Research output: Contribution to journal › A1: Web of Science-article
|Journal||Water, Air, and Soil Pollution in press|
|Number of pages||1|
|Publication status||Published - 2008|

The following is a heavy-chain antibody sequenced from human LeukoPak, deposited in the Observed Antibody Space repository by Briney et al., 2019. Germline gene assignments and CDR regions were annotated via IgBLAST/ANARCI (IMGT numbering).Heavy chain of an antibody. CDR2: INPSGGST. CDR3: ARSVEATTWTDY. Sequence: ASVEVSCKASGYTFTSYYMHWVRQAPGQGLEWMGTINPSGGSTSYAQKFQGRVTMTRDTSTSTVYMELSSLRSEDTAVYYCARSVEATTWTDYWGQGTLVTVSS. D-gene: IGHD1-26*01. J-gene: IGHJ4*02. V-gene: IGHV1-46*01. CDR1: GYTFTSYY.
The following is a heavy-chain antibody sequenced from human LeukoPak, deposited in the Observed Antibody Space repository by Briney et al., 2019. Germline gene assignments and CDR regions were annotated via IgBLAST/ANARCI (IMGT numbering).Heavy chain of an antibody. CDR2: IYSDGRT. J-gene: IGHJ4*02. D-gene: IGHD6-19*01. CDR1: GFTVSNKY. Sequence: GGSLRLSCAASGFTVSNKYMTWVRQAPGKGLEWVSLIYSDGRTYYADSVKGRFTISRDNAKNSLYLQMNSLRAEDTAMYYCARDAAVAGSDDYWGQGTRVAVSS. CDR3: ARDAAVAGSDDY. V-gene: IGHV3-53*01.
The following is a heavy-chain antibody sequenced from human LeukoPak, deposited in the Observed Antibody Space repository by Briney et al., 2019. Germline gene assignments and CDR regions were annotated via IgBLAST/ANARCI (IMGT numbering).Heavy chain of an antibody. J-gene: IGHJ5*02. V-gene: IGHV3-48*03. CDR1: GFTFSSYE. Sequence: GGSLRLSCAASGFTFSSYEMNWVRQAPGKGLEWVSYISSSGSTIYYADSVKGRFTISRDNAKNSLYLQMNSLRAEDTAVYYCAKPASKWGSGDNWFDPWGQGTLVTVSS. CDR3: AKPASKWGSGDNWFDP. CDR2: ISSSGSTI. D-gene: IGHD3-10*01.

The canopy budget model simulates the interaction of major ions within forest canopies based on throughfall and precipitation measurements. The model has been used for estimating dry deposition and canopy exchange fluxes in a wide range of forest ecosystems, but different approaches have been reported. We give an overview of model variations with respect to the time step, type of open-field precipitation data, and tracer ion, and discuss the strengths and weaknesses of different assumptions on ion exchange within forest canopies. To examine the effect of model assumptions on the calculated fluxes, nine approaches were applied to data from two deciduous forest plots located in regions with contrasting atmospheric deposition, i.e. a beech (Fagus sylvatica L.) plot in Belgium and a mixed sugar maple (Acer saccharum Marsh.) plot in Quebec. For both forest plots, a semi-annual time step in the model gave similar results as an annual time step. Na+ was found to be more suitable as a tracer ion in the filtering approach than Cl- or SO42- . Using bulk instead of wet-only precipitation underestimated the potentially acidifying deposition. To compute canopy uptake of NH4+ and H+, ion exchange with K+, Ca2+, and Mg2+ as well as simultaneous cation and anion leaching should be considered. Different equations to allocate NH4+ vs H+ uptake had most effect on the estimated fluxes of the cation that was less important at a plot. More research is needed on the relative uptake efficiency of H+, NH4+, and NO3- for varying tree species and environmental conditions.